Human trafficking continues to remain a grave challenge to Nepal. The United Nations estimates put that every year about 10,000 to 15,000 women and children are trafficked from the country.
The poignant tales related to such malaise simply abound. Last week, there were media reports about the rescue of two Nepali women, who were held captive and repeatedly raped by a Saudi diplomat in Delhi.
Some four months ago, a woman trafficker took them to Delhi by a woman trafficker in Nepal by showing the temptation of good jobs in Saudi Arabia.
Similarly, last month Binita Rai returned Nepal divulging her blatant mistreatment on the part the employers in Syria. The incident also unmasked the racket between human traffickers in Nepal and Syrian agents, with the latter giving the former $ 55,000 for 21 Nepali girls.
So, how the gullible Nepali women fall prey to such abuse in foreign lands?
It is the sly agents who first promise good jobs and handsome salaries to them and later leave them in insecure job markets.
A number of instances also suggest the migrant women of Nepal are not only pushed into manual labour but also forced into flesh trade mostly in Gulf countries. What is alarming is that African countries are gradually becoming the new hub in terms of their inhumane exploitation.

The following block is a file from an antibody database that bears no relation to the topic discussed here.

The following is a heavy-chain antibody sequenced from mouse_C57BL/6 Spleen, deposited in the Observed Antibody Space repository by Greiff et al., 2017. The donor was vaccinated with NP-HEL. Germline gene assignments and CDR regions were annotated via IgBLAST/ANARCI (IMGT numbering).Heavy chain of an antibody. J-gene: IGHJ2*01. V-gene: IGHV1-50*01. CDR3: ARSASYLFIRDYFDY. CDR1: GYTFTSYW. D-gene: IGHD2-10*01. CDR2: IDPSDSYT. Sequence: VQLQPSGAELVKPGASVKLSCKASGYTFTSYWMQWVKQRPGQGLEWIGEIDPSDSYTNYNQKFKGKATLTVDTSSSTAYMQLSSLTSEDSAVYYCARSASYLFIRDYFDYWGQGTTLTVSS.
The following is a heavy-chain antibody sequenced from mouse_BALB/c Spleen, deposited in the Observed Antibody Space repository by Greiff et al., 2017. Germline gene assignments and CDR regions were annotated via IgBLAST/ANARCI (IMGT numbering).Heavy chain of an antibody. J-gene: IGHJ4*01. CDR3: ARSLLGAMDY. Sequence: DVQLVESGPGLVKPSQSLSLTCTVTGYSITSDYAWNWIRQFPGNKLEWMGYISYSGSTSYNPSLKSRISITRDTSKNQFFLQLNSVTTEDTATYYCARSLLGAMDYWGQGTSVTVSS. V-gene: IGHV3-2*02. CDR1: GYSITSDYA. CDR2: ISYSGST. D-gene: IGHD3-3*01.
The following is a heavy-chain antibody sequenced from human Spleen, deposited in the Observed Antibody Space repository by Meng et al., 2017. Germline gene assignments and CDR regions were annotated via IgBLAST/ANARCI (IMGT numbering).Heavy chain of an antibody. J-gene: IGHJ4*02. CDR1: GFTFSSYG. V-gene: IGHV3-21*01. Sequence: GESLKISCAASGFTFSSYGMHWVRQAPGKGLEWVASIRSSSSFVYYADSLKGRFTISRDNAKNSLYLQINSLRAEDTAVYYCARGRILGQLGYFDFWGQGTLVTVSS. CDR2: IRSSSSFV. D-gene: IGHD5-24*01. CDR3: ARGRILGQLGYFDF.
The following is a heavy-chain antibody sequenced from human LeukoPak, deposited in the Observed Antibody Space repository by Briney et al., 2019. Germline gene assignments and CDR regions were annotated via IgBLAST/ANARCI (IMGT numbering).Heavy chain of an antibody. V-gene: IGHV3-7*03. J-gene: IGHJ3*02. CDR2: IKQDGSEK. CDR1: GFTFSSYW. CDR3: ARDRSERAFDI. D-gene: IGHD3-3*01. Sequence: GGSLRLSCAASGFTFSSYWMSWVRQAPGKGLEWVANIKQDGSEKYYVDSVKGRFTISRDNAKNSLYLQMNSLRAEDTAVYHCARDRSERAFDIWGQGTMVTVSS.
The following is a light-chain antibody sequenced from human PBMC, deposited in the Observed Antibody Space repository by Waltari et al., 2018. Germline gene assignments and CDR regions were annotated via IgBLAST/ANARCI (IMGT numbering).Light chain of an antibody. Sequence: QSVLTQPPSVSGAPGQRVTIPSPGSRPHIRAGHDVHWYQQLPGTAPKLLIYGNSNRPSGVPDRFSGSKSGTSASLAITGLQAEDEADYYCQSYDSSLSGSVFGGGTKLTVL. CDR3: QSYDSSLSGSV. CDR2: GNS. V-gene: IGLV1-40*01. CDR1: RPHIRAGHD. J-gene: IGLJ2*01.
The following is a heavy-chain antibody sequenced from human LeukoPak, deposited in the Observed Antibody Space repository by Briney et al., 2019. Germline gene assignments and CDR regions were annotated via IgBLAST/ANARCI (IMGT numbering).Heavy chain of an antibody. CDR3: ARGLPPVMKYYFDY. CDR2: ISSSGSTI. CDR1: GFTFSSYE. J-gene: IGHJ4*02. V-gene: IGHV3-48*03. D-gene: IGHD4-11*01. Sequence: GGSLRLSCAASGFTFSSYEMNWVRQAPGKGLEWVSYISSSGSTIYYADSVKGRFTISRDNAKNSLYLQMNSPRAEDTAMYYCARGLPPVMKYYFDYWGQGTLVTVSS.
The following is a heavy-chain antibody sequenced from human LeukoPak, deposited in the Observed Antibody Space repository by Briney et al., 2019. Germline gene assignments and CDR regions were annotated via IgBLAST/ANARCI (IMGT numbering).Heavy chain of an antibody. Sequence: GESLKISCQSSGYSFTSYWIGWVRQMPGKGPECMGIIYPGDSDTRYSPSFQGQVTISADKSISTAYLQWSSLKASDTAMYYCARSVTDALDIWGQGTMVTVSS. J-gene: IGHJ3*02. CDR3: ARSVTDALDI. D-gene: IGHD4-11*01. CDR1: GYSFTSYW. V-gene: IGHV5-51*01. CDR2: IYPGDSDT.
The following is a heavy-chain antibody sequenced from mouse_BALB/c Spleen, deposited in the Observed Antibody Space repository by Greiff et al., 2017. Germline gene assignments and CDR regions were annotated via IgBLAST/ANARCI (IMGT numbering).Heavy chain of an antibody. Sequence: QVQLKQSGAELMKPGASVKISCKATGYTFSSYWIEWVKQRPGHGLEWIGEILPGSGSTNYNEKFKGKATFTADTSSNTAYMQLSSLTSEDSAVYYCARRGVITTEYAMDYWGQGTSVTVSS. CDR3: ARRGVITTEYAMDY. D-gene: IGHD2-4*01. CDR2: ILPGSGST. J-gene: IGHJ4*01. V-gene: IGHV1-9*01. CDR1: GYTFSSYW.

Even though human trafficking has long been a serious menace, the situation seems to be worsening further following the April 25 earthquake. It is estimated that more than 500 women have disappeared from the quake-affected districts.
Over two dozen women rescued last month by Indian police in Delhi belonged to such districts. They were being trafficked to Dubai and all of them were unaware of the exact job they would be doing there.
The women who seeks for abroad employment mostly belong to the lower economic stratum and are also less educated. That is why they tend to become the easy targets for the foxy traffickers.
The concerned government agencies and I/NGOs working in this sector must coordinate and collaborate effectively to fight this social ailment.
Traffickers in Nepal work in connivance with Indian agents most of the trafficking takes place via India. So, there is also a glaring need of sound cooperation between the Nepali and Indian authorities to strictly monitor the border areas to avert the crime of human trafficking.